Printers Sneer

Printers Sneer

Kinko’s is unique. For one thing, it doesn’t do a lick of offset printing. It makes copies,copies, d almost nothing but copies. On the side it binds, folds, staples, collates, makes  pads, and takes passport photos. I Kinko’s is also unique among quick printing chains in that it doesn’t franchise. All 300 or so Kinko’s stores are divided among a few closely held corporations, and founder Paul Orfalea holds a piece of virtually all of them. Odell explains that the company avoids franchising to ensure tight control over quality at its outlets. For the record Orfalea  who plugged in his first photocopier when he was in college, was nicknamed by classmates as Kinko for his curly head of hair.

Kinko’s Copier Stores

Kinko’s Copier Stores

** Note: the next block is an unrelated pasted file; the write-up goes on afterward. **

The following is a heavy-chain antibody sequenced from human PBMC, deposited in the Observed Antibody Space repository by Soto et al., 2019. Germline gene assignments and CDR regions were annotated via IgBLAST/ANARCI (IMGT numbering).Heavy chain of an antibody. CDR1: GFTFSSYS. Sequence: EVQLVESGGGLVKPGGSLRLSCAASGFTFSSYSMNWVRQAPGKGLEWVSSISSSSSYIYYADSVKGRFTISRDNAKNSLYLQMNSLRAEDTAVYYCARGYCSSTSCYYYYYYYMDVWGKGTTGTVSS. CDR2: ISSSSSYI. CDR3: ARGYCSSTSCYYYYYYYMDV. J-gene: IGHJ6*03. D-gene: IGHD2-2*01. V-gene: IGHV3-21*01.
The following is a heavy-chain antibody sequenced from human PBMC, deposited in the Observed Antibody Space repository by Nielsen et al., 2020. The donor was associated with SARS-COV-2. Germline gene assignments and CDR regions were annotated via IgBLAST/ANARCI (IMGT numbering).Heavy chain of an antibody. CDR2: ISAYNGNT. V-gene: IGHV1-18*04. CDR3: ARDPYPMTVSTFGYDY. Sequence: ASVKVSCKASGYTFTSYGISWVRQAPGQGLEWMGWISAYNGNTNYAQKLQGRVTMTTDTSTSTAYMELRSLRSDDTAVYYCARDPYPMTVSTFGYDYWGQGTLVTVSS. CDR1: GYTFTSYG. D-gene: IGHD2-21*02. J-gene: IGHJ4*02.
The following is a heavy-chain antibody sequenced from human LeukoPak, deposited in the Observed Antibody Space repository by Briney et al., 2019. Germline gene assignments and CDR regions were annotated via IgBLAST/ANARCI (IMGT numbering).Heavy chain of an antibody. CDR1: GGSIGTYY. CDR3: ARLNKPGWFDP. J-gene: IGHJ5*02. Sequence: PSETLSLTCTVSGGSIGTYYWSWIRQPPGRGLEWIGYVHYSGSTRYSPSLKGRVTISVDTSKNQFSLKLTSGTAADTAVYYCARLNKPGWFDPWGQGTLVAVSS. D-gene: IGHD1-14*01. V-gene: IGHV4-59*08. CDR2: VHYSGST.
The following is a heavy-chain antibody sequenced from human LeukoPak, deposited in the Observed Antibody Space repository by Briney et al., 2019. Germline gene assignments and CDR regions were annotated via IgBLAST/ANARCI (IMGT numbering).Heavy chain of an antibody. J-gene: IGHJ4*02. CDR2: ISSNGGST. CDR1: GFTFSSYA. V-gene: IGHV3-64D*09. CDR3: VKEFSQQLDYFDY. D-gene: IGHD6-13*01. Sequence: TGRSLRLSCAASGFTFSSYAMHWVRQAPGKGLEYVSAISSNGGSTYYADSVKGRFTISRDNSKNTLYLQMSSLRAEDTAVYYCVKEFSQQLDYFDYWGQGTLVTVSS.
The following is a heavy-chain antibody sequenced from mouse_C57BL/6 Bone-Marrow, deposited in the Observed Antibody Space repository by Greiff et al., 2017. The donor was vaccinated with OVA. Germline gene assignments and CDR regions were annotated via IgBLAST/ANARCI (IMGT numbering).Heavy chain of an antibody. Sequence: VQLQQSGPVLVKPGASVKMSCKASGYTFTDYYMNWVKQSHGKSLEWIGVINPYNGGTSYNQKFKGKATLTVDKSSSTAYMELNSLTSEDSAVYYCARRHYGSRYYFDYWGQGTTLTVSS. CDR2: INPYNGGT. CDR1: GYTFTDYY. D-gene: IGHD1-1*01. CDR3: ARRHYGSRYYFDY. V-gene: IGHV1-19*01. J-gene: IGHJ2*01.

“We’re not your average printer:’ says Annie Odell, Kinko’s regional manager for Louisiana. She’s right. She may have the only print shops in town where customers come as much for the company as for the copies. It’s a free-wheeling, high-tech operation that marches to the beat of a different drum machine. It looks chaotic; it is chaotic. Yet it produces profit as well as fun Kinko’s keeps its sales figures a secret, but Odell estimates that her five New Orleans stores make about 40 million copies a year. At the firm’s advertised 44-cents-per~copy price, that would mean around $1.8 million a year in sales, or an average of over $300,000 per shop.

No Mock-Up

No Mock-Up

After everyone on the team gave their thumbs-up, the data for the parts were electronically transferred directly into computer-aided manufacturing systems at the various suppliers. The NCR designers were so confident everything would work as intended that they didn’t bother making a mock-up.
DFM can be a powerful weapon against foreign competition. Several years ago, IBM used Boothroyd Dewhurst’s software to analyze dot-matrix printers it was sourcing from Japan-and found it could do substantially better. Its Pro printer had 65 percent fewer parts and slashed assembly time b¥ 90 percent. “Almost anything made in Japan,” insists Professor Boot hroyd, “can be improved upon with DFM-often impressively.”